Beyond Semi-Sovereignty?: Economic Governance in Germany
Although William Paterson is probably best known for his work on Germany and European integration, he has, in keeping with his status as a Universalgelehrter in this field, made a number of key interventions in other areas of contemporary German Studies, including some seminal insights into the study of economic governance in Germany. On a more applied level, this has taken the form of writing regular reports for some 13 years on business and economic policy in Germany for the Economist Intelligence Unit (EIU). On the academic level, his reputation in this area rests both on a highly regarded collection of essays on the future of the German model which he co-edited with Rebecca Harding (Harding and Paterson, 2000a), as well as on the still widely cited study of the economic governance of the chemical industry in West Germany and the United Kingdom, which Paterson undertook together with colleagues at Warwick University (Grant, Paterson and Whitston, 1988). In this, Paterson and his collaborators elucidated systematically and comparatively the structures and institutional relationships in one key sector, with the aim of shedding new light onto the question of whether either country’s system of economic governance could be viewed as superior in terms of the outcomes it generated. In particular, Paterson in this book examined the impact of the often ‘clientelistic’ links between especially the Verband der Chemischen Industrie and the main regulatory ministry, the Federal Economics Ministry (Grant, Paterson and Whitston, 1988, pp. 84–87), a pattern which he and his collaborators argued in later work was replicated in other European countries too (Grant, Paterson and Whitston, 1989).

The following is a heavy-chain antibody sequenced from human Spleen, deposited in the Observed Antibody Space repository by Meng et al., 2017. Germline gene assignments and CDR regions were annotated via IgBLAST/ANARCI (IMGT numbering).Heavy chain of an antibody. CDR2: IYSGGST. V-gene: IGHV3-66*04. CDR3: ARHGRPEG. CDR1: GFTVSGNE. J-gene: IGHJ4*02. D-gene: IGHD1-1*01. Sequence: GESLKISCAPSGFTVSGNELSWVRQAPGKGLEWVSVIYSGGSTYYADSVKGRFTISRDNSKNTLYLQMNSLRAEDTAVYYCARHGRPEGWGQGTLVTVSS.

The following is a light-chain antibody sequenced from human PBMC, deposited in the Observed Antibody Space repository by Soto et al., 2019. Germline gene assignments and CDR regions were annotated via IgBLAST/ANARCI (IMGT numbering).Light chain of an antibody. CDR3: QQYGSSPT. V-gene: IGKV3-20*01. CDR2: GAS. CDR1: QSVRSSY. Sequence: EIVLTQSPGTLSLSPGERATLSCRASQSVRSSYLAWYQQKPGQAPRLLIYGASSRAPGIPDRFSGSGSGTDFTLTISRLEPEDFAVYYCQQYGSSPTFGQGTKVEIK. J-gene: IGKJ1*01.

KeywordsGross Domestic Product Corporate Governance Income Inequality European Central Bank Welfare Reform
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